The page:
The story’s predictability is offset by sincere, convincing performances. Coleen Gray makes nine-to-fivery in a doctor’s waiting room look glamorous, especially walking to work daily in such a beautiful coat. Kenneth Tobey underplays nicely. Lydia Reed’s Betsy expresses low-key disappointment as her father sends her out of harm’s way, and out of the picture. Paul’s friendly relationships with Carol and his attractive patient Marion are without overtones of flirtation. We expect Buck the cop to be a womanizer, but his interaction with Carol also remains on a respectful level. I don’t think it is incorrect to say that this is the contribution of writer Pat Fielder, as the characters in all four pictures share a basic commitment to everyday decency. That’s not at all the norm in this genre, where we expect unmotivated sadism and a voyeuristic attitude toward women in distress.
John Beal’s monster man is also an exception, and not just because The Vampire avoids the usual exploitative attitude of monster thrillers. Our ancient NTSC TV monitors didn’t give us a good look at the Beechermonster, but in HD his makeup is not bad at all. Paul is still Paul, but with sagging eyes, a bulging lip, and a grotesque skin texture. Most of what we see looks like Beal’s face and not a mask. Did credited makeup man Don Roberson accomplish this? Beal’s eyes are so distorted that it seems possible that Lon Chaney-style methods were used to pull his eyelids out of shape. Both The Neanderthal Man and the Monster on the Campus are stunt performers wearing rigid masks, but Beal delivers a real monster performance. His bogeyman stalks and snarls like a wild beast, making us wonder how he can sneak up on anybody even in this sleepy town.
The only inconsistency is the origin of Beecher’s monstrousness. No dark Jekyll-Hyde psychological conflict appears to have been set free, unless we want to believe that all men are murderous monsters at heart. The scientific palaver keeps bringing up the subject of regression to a primitive state, but the evidence at hand simply tells us that Dr. Beecher has received a bad dose of vampire bat characteristics.
The plain-wrap production combines modest interior sets with conventional exterior work on city streets. Part of the ‘normalcy’ comes from seeing people arriving and departing from the same locations, two and three times each. In HD we can read street signs for Mentone Ave. and Woodbine Street, which places the location in the Palms neighborhood of West L.A.. The finale looks like the hills south in Culver City, where eucalyptus trees once stood. The cornered Beechermonster is just a dangerous madman, tough to subdue but not a ‘vampire that challenged the world.’ Stuntmen replace the actors for a couple of rough tumbles, although the final shot makes it look as if John Beal personally took a soaking in a drainage ditch.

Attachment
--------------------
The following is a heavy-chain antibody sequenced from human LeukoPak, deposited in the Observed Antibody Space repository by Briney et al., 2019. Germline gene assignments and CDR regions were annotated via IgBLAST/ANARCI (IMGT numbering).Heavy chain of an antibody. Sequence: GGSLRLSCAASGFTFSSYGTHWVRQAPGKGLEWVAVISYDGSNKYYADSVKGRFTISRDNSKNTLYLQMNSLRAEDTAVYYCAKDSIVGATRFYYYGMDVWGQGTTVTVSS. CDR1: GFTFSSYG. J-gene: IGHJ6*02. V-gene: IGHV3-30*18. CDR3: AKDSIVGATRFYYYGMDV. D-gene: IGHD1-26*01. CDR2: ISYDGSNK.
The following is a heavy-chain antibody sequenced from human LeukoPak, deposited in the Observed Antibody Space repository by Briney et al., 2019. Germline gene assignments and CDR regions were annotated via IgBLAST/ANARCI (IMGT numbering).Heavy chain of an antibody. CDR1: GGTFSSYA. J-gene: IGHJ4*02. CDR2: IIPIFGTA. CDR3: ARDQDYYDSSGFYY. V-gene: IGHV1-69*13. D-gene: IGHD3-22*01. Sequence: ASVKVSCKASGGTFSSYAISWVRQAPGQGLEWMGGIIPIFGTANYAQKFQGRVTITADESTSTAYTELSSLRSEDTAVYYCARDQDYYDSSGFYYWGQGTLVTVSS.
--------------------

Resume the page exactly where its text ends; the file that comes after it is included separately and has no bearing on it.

After decades of horror pictures with embarrassingly fake bats, The Vampire gives us a cage-ful of authentic little furry mothers with leathery wings intact. In addition to writing the movie, Pat Fielder was still serving as a lowly production assistant; I can picture her personally driving over to the L.A. zoo to borrow a bunch of squeaky bats for an afternoon.
Rather than swipe the nice photo of Pat Fielder, I’ll link to it at the good review by W.B. Kelso at Micro Brewed Reviews. Practically everything we know about the Levy-Gardner-Laven horror films comes from timely interviews conducted by Tom Weaver in his books Return of the B Science Fiction and Horror Heroes and I Talked with a Zombie.
Scream Factory’s Blu-ray of The Vampire is a near flawless encoding of this B&W show, nicely matted to 1:78. MGM did the HD transfer in 2007. The sharp image allows us to read things like street signs and curb numbers; I might go snooping around looking for some of those street addresses, if all the single unit houses haven’t been razed for large apartment buildings.
The soundtrack is dominated by a characteristic 1950s Gerald Fried soundtrack, which pounds and shrieks in the same reliable way that enlivens two-score pictures by Paul Landres, Roger Corman, Joseph H. Lewis, Edward L. Cahn and others. Fried began film composing on the first work of Stanley Kubrick. Although he did all of Kubrick’s films up through Paths of Glory, the only one in this insistent, frantic style is The Killing. Fried’s music is like icing on the cake — despite the overall calm pace, The Vampire remains tense throughout.
The original poster art depicts a fanged Paul Beecher chomping down on Ann Staunton, something not not be visualized in the movie. The one video extra is an original trailer in good shape. After all the talk about non-traditional vampires, the trailer begins with animated graphics of Halloween-ready bats.
Reviewed by Glenn Erickson
Movie: Very Good
Supplements: Original trailer
Deaf and Hearing-impaired Friendly? YES; Subtitles: English (feature only)
Packaging: Keep case
Reviewed: April 15, 2018
Text © Copyright 2018 Glenn Erickson